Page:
£35.5m refurb will increase gallery space and improve facilities for visitors

National Portrait Gallery

Source: National Portrait Gallery

The front entrance of the National Portrait Gallery

Jamie Fobert Architects and Purcell has won the £35.5m job to refurbish the National Portrait Gallery.

The job to reburbish the Victorian building will be led by Fobert and includes heritage architect Purcell, M&E engineer Max Fordham and structural engineer Price & Myers.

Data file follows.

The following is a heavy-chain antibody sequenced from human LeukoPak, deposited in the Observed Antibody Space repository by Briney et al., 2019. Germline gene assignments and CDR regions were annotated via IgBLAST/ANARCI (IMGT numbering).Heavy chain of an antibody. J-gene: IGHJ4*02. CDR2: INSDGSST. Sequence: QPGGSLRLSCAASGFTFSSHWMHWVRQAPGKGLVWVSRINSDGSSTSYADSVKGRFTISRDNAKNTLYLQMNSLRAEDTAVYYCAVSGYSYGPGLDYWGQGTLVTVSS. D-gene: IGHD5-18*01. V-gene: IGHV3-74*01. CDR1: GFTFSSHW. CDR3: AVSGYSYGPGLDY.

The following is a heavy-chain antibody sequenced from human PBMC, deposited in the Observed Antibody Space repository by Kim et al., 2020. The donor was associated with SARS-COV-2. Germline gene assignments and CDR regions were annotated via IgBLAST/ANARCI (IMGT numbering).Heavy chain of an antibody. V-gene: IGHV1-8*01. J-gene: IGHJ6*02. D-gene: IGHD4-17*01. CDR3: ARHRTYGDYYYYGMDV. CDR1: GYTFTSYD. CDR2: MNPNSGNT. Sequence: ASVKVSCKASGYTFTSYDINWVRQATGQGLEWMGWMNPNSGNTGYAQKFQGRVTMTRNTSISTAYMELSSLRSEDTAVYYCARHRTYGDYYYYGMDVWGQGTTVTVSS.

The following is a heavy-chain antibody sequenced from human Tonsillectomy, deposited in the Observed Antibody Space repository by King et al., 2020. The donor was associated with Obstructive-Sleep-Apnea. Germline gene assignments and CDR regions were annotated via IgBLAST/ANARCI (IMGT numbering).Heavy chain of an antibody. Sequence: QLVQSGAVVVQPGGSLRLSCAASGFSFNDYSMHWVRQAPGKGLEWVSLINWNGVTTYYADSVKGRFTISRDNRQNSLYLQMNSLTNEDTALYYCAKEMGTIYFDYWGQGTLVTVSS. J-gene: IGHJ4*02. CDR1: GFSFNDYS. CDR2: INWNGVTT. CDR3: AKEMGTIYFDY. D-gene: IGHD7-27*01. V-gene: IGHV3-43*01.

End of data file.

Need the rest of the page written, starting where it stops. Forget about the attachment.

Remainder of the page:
Work includes increasing gallery and public visitor space in by 20%, improving the entrance and creating a learning resource centre. The project will also include rehanging the gallery’s collection of portraits.

Fobert has extensive experience of gallery work, recent jobs include a new extension to the Tate St Ives and Kettle’s Yard in Cambridge.

The National Portrait Gallery said it had raised £21.2m, 60% of its £35.5m fundraising target and aimed to reach its target of £35.5m by March 2019 to enable it to complete the project by 2022.

The National Portrait Gallery’s current home was designed by Ewan Christian and opened in 1896. It has been extended twice, initially in the 1930s with a wing designed by Sir Richard Allison, and most recently Dixon Jones’ Ondaatje Wing, which opened in 2000.